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Tuesday, June 7, 2022

The Man Who Fell to Earth 1.6: Music of the Spheres



An usually beautiful, powerful, erudite episode 1.6 of The Man Who Fell to Earth this past Sunday on Showtime, in a series in which every episode has had a rich helping of those qualities.

[Spoilers follow ... ]

Music of the spheres -- the idea since at least the time of Pythagoras in Ancient Greece that the mathematically describable motion of the planets describe a kind of music, if not necessarily hearable, definitely knowable by the soul -- has given rise to all manner of philosophic speculation since then.  I'm neither astronomer nor mathematician, but the idea has always appealed to me in some fuzzy, consoling way.

And it provides the solution to the problem vexing Faraday and his allies -- how to turn those equations into a workable energy generator.  And that solution is: music, or, more precisely, jazz.  The essence of jazz, as everyone knows, is improvisation.  Josiah turns out to have been a jazz man -- literally, in this case -- via the infusion of Faraday's Anthean DNA.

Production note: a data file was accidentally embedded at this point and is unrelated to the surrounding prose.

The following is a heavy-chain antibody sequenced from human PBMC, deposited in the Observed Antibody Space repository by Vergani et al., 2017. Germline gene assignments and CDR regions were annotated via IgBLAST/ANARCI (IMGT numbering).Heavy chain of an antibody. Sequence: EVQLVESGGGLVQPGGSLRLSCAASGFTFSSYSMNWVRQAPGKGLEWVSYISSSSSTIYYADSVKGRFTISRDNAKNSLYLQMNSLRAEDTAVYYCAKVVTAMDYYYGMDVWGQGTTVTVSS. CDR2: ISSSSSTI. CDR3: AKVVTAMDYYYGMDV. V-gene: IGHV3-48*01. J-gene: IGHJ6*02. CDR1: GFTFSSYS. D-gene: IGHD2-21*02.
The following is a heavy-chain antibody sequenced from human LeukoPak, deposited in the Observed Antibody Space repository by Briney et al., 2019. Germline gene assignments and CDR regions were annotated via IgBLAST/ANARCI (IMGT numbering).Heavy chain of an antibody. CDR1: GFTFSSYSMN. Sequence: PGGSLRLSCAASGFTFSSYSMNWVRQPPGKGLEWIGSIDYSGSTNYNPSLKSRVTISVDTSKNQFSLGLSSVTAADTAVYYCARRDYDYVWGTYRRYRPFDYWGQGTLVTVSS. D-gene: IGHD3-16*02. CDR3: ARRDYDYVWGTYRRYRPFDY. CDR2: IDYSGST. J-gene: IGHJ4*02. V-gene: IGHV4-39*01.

Let's rewind a little.  Faraday cured Josiah, made him whole, by giving Josiah some of Faraday's DNA.  Josiah always loved and gravitated to jazz.  But with Faraday's DNA, Josiah's music, fed into a computer, is able via Faraday's and Justin's brilliant orchestration to implement Newton's vision.

Now, I doubt that's quite what Pythagoras had in mind, but his whole theory, after all, is a kind of magnificent science fiction.  Meanwhile, this episode was also animated by Faraday's video letter to his Anthean wife, which provided a droll and incisive commentary on human nature and custom.

The episode ends with Spencer in maximum threatening mode, and, frankly, given the luminescence of the rest of this narrative, I'm beginning to find Spencer and his threats more of an annoyance than anything.  But such is the nature of even cable television these days, and the rest of The Man Who Fell to Earth, especially this past Sunday, was so sublime, I'll take Spencer and his irritations.


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